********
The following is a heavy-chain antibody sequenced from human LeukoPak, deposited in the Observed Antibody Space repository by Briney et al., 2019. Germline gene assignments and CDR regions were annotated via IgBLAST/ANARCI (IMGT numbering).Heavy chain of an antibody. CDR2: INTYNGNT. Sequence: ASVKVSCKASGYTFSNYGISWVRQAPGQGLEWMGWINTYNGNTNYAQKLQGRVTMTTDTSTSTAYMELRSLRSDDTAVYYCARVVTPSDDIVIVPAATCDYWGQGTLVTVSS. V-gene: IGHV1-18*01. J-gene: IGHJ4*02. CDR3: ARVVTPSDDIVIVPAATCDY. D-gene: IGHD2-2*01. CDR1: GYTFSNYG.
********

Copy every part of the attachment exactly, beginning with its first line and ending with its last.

The following is a heavy-chain antibody sequenced from human LeukoPak, deposited in the Observed Antibody Space repository by Briney et al., 2019. Germline gene assignments and CDR regions were annotated via IgBLAST/ANARCI (IMGT numbering).Heavy chain of an antibody. CDR2: INTYNGNT. Sequence: ASVKVSCKASGYTFSNYGISWVRQAPGQGLEWMGWINTYNGNTNYAQKLQGRVTMTTDTSTSTAYMELRSLRSDDTAVYYCARVVTPSDDIVIVPAATCDYWGQGTLVTVSS. V-gene: IGHV1-18*01. J-gene: IGHJ4*02. CDR3: ARVVTPSDDIVIVPAATCDY. D-gene: IGHD2-2*01. CDR1: GYTFSNYG.